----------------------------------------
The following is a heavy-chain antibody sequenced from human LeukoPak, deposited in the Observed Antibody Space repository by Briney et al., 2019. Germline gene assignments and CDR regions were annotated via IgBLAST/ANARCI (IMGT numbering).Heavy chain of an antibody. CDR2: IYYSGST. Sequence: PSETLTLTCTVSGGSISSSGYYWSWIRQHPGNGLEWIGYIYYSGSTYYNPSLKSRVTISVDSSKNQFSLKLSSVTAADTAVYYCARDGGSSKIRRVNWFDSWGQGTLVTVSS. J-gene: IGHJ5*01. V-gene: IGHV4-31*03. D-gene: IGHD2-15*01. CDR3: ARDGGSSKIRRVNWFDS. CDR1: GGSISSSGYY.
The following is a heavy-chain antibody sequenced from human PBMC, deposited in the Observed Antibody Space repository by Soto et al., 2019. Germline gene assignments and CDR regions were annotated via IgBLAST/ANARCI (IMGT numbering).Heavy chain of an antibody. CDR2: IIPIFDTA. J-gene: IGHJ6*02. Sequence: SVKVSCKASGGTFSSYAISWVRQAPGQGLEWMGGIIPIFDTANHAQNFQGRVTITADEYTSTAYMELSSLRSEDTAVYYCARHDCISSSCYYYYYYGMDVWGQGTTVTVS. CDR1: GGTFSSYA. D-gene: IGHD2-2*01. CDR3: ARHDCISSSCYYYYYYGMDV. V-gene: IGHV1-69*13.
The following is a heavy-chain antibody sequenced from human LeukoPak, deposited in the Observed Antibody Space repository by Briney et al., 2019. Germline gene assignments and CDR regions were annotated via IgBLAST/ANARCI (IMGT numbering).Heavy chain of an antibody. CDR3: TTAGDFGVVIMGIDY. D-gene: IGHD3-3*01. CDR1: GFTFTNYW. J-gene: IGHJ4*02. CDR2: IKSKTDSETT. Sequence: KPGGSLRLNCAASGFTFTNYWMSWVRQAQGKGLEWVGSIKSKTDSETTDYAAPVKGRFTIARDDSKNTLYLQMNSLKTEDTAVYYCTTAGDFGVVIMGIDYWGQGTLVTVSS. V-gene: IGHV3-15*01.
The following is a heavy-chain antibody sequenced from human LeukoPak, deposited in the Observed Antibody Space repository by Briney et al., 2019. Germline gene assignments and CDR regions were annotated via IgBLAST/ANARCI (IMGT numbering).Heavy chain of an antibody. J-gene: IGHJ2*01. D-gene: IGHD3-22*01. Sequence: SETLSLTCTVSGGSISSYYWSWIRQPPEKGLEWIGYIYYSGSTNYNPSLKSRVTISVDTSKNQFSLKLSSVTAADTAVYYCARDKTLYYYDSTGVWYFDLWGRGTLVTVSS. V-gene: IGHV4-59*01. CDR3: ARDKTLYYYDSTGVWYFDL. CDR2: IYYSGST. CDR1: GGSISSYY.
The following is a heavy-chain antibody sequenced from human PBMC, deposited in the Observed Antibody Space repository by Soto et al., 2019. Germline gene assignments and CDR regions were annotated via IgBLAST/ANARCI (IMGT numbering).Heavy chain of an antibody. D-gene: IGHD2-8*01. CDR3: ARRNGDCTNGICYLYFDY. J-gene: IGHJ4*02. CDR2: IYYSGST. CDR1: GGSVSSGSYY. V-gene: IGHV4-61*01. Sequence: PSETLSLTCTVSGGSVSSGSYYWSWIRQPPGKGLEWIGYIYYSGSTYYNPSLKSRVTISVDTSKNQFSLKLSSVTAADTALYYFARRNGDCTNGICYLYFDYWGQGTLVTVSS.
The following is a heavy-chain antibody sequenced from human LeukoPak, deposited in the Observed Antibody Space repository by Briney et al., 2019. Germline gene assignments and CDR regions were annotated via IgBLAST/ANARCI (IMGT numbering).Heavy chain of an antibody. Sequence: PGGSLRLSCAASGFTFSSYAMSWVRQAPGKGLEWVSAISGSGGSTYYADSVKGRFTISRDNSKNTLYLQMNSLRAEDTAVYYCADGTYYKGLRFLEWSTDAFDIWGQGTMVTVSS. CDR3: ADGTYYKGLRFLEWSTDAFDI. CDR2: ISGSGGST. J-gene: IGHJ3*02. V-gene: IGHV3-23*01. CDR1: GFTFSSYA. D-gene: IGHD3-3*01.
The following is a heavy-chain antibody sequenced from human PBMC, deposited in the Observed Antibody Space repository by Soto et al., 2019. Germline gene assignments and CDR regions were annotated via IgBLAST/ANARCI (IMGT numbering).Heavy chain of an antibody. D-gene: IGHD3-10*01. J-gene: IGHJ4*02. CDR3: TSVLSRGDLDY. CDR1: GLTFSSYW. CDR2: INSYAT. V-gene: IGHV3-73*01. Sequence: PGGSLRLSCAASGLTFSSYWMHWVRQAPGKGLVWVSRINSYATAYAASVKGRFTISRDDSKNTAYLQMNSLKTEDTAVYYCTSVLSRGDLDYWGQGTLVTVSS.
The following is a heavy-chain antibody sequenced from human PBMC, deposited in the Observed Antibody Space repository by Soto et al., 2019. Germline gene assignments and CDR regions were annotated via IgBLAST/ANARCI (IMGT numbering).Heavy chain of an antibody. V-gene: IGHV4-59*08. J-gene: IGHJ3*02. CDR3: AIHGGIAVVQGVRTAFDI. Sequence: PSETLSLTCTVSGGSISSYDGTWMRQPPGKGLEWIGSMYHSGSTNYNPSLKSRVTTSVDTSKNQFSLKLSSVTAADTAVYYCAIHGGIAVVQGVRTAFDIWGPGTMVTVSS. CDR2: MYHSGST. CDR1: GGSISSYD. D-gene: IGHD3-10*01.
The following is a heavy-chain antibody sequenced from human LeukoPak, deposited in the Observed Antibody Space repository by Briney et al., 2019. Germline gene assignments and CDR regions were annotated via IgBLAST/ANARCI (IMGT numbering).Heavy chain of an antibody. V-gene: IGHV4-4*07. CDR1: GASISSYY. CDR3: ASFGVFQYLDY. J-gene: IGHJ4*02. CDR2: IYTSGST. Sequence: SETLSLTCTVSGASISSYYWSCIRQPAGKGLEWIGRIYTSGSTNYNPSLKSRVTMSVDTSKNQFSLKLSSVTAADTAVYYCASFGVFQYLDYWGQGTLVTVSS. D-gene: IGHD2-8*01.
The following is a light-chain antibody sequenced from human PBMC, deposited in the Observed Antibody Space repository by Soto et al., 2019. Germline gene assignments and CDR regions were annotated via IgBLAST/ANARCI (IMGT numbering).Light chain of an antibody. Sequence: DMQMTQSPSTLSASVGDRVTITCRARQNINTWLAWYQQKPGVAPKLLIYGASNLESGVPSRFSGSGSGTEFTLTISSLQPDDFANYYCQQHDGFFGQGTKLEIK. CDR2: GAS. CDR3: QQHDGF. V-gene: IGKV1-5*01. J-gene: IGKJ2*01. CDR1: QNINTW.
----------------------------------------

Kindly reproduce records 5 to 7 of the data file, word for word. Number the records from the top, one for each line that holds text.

The following is a heavy-chain antibody sequenced from human PBMC, deposited in the Observed Antibody Space repository by Soto et al., 2019. Germline gene assignments and CDR regions were annotated via IgBLAST/ANARCI (IMGT numbering).Heavy chain of an antibody. D-gene: IGHD2-8*01. CDR3: ARRNGDCTNGICYLYFDY. J-gene: IGHJ4*02. CDR2: IYYSGST. CDR1: GGSVSSGSYY. V-gene: IGHV4-61*01. Sequence: PSETLSLTCTVSGGSVSSGSYYWSWIRQPPGKGLEWIGYIYYSGSTYYNPSLKSRVTISVDTSKNQFSLKLSSVTAADTALYYFARRNGDCTNGICYLYFDYWGQGTLVTVSS.
The following is a heavy-chain antibody sequenced from human LeukoPak, deposited in the Observed Antibody Space repository by Briney et al., 2019. Germline gene assignments and CDR regions were annotated via IgBLAST/ANARCI (IMGT numbering).Heavy chain of an antibody. Sequence: PGGSLRLSCAASGFTFSSYAMSWVRQAPGKGLEWVSAISGSGGSTYYADSVKGRFTISRDNSKNTLYLQMNSLRAEDTAVYYCADGTYYKGLRFLEWSTDAFDIWGQGTMVTVSS. CDR3: ADGTYYKGLRFLEWSTDAFDI. CDR2: ISGSGGST. J-gene: IGHJ3*02. V-gene: IGHV3-23*01. CDR1: GFTFSSYA. D-gene: IGHD3-3*01.
The following is a heavy-chain antibody sequenced from human PBMC, deposited in the Observed Antibody Space repository by Soto et al., 2019. Germline gene assignments and CDR regions were annotated via IgBLAST/ANARCI (IMGT numbering).Heavy chain of an antibody. D-gene: IGHD3-10*01. J-gene: IGHJ4*02. CDR3: TSVLSRGDLDY. CDR1: GLTFSSYW. CDR2: INSYAT. V-gene: IGHV3-73*01. Sequence: PGGSLRLSCAASGLTFSSYWMHWVRQAPGKGLVWVSRINSYATAYAASVKGRFTISRDDSKNTAYLQMNSLKTEDTAVYYCTSVLSRGDLDYWGQGTLVTVSS.